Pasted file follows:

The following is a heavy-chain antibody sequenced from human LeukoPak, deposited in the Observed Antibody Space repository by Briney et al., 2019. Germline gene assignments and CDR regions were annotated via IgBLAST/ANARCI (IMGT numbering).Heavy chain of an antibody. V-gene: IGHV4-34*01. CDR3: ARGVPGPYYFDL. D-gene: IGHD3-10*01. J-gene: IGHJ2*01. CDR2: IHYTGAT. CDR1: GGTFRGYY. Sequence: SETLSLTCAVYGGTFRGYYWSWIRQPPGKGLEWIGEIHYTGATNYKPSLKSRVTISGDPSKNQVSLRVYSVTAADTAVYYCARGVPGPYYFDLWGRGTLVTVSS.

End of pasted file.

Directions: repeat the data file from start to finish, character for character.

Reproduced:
The following is a heavy-chain antibody sequenced from human LeukoPak, deposited in the Observed Antibody Space repository by Briney et al., 2019. Germline gene assignments and CDR regions were annotated via IgBLAST/ANARCI (IMGT numbering).Heavy chain of an antibody. V-gene: IGHV4-34*01. CDR3: ARGVPGPYYFDL. D-gene: IGHD3-10*01. J-gene: IGHJ2*01. CDR2: IHYTGAT. CDR1: GGTFRGYY. Sequence: SETLSLTCAVYGGTFRGYYWSWIRQPPGKGLEWIGEIHYTGATNYKPSLKSRVTISGDPSKNQVSLRVYSVTAADTAVYYCARGVPGPYYFDLWGRGTLVTVSS.